“What the Church Means to Me,” by Justin Cogan


“What the Church Means to Me,” words spoken in worship by Justin Cogan


Pastor Jeff asked if I could take a few minutes this morning to come up here and describe what our Church means to me.  Under normal circumstances, I’d be a little anxious addressing a crowd this size, but it occurred to me as I prepared my message earlier this week that I was not feeling nervous, and I think the main reason for that is that I’m not up here addressing a group of strangers…I’m just talking to my family…my Church Family.


In many ways, I feel like the congregation of the PUMC is like family, and I know that I am not alone in that belief.  When Alison and I first came to worship at PUMC 11 years ago, we immediately felt welcomed into the community here.  That warm embrace of Christian fellowship has only gotten stronger though the years – particularly as our family has continued to grow.  I think back to Eddie and Cassie as babies sitting with “Grandma” Eleanor Cochrane while Alison and I practiced with the Bell Choir, or when little Beth was about to have her kidney surgery, and it seemed like the entire Church came forward onto the altar here and laid their hands on us in prayer.  I can remember the joyous surprise we had that first Sunday we got to introduce our newest foster placement TJ to our Church Family, and how special it was to have little Marissa, barely a year old, play a distinctively feminine baby Jesus in the Christmas Pageant.


Alison and I feel so blessed to have had such a wonderful group of people here at PUMC to make our children feel special and loved.  There have been some Sundays, mind you, when Alison and I have been almost certain that we deserved to be asked to stay away.  Since I was raised a Roman Catholic, I often feel an extra sensitivity toward the sacredness of worship service.  The church I attended as a boy had a soundproof room at the back of the sanctuary where parents with young children were expected to sit.  No doubt an offshoot of the whole “children should be seen and not heard” mantra.  Here at PUMC, I am always amazed that my sometimes “disruptive” (you’ll never believe how long it took me to carefully choose that word) children are always welcomed back with open arms each Sunday.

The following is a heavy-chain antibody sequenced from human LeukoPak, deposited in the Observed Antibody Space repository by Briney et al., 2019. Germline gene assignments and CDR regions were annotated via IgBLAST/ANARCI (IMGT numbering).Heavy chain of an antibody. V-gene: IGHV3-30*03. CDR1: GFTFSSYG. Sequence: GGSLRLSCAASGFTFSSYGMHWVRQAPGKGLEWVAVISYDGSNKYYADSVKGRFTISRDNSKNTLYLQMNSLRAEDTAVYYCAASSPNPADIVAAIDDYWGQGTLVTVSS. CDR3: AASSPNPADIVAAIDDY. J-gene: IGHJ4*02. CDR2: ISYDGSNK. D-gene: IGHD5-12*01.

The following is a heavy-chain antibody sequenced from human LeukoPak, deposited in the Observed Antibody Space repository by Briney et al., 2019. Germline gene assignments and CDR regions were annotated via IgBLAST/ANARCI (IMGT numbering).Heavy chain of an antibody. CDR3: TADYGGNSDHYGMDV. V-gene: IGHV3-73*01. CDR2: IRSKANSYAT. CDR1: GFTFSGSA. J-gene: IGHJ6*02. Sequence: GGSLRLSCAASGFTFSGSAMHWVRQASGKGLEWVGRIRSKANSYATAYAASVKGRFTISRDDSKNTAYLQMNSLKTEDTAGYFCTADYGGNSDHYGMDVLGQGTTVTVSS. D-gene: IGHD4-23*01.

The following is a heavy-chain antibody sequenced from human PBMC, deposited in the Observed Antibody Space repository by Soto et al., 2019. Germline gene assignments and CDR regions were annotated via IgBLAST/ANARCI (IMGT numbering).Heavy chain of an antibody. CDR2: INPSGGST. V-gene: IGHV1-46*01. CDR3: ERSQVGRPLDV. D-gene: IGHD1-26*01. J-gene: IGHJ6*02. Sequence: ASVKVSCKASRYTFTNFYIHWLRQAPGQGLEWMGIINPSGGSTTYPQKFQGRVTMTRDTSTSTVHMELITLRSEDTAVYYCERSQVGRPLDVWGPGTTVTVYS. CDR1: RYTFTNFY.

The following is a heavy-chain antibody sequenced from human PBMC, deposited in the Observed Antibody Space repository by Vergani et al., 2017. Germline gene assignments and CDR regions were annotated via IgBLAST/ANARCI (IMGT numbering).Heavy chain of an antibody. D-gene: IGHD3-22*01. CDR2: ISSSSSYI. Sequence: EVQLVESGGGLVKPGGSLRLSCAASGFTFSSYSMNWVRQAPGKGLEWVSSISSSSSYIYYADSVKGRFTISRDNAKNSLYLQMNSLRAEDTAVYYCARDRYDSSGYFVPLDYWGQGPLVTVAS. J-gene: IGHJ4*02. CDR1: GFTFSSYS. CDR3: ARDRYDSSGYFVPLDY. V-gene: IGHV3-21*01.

Children, not just mine, are truly nurtured here at PUMC.  You can see it in how their eyes happily shine during the Passing of the Peace.  You can hear it in the simple wisdom they share during Jeff’s Children’s Sermon.  You can feel it in the eager anticipation they have, bouncing in line to snag a tasty treat from the Coffee Hour Crew. 


The unconditional love that this Church Family has for its children is just one of the many gifts we are blessed to share with each other here at the Parsippany United Methodist Church.  I would humbly ask that you keep this special grace in mind as we approach Consecration Sunday on December 7th.  Thank you, and may God bless you.

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